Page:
For the past several years, TurboTax has impressed us with its clear language and simple step-by-step tax prep, and Intuit's offering for the 2011 tax year is no exception. Whether you're an experienced taxpayer or you're fairly new to the system, TurboTax can help you file.
The first thing I should point out is that TurboTax comes in four versions--Basic, Deluxe, Premier, and Home & Business--each of which offers both an online prep option or a software download. All of the online apps let you start a single e-file for free, while the downloads cost a bit more but come bundled with more than one e-file.
Features and interface By far the best thing about TurboTax 2011 is its simplicity. From its cleaner interface and more-straightforward language to its addition of a new unemployment section, TurboTax has clearly incorporated user feedback in its design.
If you're new to the program, the first thing you'll notice is that TurboTax doesn't let you interact with the actual tax form--which is good. Rather, it poses questions in plain user-friendly language, then, it populates the proper forms for you, behind the scenes. And if there are any redundant questions between the federal and state forms, TurboTax will automatically duplicate your answers appropriately. This way, no one gets confused by the hypertechnical IRS jargon that's typically found on these forms.
To further minimize human error, TurboTax lets you import your W-2 and 1099 forms directly from your employer or payroll provider, so you don't have to input your wages by hand. It can also grab investment information from banks like Charles Schwab as well as programs like Quickbooks and Mint.com. While other tax software suites also import financial information, the sheer number of institutions supported by TurboTax is certainly impressive.
While TurboTax's interface is just as clean as ever, one noteworthy addition is its new refund monitor, which sits at the top of the screen and keeps a running count of both your federal and state tax refunds. As you answer your interview questions, the figures change, and, of course, the more deductions you list, the higher the figures can potentially move. While I won't say it made doing my taxes "fun," I will say it made me want to plow through my interview questions quickly and accurately.
As for deciding among TurboTax's various levels of tax prep, there are a few features to consider. While the free or Basic version is more than suitable for people with one form of income, minimal investments, and a few interest write-offs, those with more-complicated filing needs may need to upgrade. For instance, the Deluxe version is a better option for those who experienced major life changes (buying a home, getting married, changing jobs) over the past year, since it includes extra tools and functionality for maximizing related deductions. Likewise, Premier is the version to go with if you have a rental property or a wide variety of investments, and Home & Business will provide extra guidance for those who are self-employed.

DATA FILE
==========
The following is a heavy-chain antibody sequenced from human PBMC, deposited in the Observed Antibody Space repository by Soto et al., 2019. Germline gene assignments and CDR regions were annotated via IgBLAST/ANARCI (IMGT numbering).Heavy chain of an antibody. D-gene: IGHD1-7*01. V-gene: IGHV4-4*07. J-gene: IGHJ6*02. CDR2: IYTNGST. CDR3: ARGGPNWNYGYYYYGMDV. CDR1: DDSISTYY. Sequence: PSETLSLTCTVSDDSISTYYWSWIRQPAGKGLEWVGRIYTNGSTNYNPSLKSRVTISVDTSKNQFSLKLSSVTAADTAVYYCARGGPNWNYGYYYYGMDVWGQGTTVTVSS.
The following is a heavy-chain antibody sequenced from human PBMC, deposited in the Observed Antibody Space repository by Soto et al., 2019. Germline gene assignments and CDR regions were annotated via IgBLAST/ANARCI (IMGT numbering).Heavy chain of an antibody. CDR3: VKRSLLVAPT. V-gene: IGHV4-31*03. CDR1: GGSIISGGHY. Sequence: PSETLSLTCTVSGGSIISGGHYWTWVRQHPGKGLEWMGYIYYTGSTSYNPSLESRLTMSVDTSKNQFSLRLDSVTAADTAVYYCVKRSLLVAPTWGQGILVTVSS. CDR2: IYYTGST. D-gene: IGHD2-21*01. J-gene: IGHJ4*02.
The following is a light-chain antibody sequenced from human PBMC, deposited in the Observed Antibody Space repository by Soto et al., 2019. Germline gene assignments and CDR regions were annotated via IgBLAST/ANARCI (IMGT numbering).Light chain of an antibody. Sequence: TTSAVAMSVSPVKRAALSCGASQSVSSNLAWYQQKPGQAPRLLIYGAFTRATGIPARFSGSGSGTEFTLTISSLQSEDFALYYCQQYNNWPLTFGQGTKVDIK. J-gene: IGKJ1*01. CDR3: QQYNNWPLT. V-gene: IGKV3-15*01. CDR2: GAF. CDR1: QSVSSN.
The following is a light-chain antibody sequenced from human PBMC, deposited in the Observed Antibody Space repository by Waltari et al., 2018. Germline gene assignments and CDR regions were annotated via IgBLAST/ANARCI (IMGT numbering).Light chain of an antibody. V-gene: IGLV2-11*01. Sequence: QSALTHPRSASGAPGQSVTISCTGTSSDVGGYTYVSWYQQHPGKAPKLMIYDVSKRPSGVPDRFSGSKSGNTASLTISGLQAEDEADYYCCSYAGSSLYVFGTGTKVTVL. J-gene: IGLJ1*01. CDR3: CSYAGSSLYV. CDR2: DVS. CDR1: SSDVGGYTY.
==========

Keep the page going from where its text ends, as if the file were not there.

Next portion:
Help and support One thing I particularly love about TurboTax is its Help Center, which always sits conveniently on the right side of the screen. More than your typical search-based Help Centers, TurboTax's offers an FAQ as well as access to TurboTax's live community of users, many of whom have probably asked or answered questions similar to yours. On top of that, TurboTax now offers live tax advice from experts for free. This is a big change from previous versions, which charged extra fees for live professional help, on top of the price of the program. What's more, live expert hours have been extended to between 5 a.m and 9 p.m. PT, seven days a week.
Finally, TurboTax even conducts an audit risk analysis before you file, in case any sections of your form raise red flags.
Bottom line With only one included federal e-file (five for the download version) and an additional fee for state filing, TurboTax certainly isn't the cheapest tax software out there. However, it does offer the most clearly worded interview and the most comprehensive help and support of all the options I've seen. Plus, you can actually go through the entire Web-based version for free, and pay only if you decide to follow through and file. Overall, I highly recommend TurboTax to all users, especially those who feel less than comfortable with the tax-filing process.
A note on online versus desktop prep: While there's no rule, we tend to think of online tax prep as ideal for those filing individually--it's sometimes less pricey for singletons, and stores your encrypted return on the provider's server. Linux users may also prefer online prep, since most makers of tax software don't program downloads for the Linux platform. Desktop prep may be better suited for families, who can file up to five federal e-files as part of a single software license, or for those who would rather store their data locally on their computers.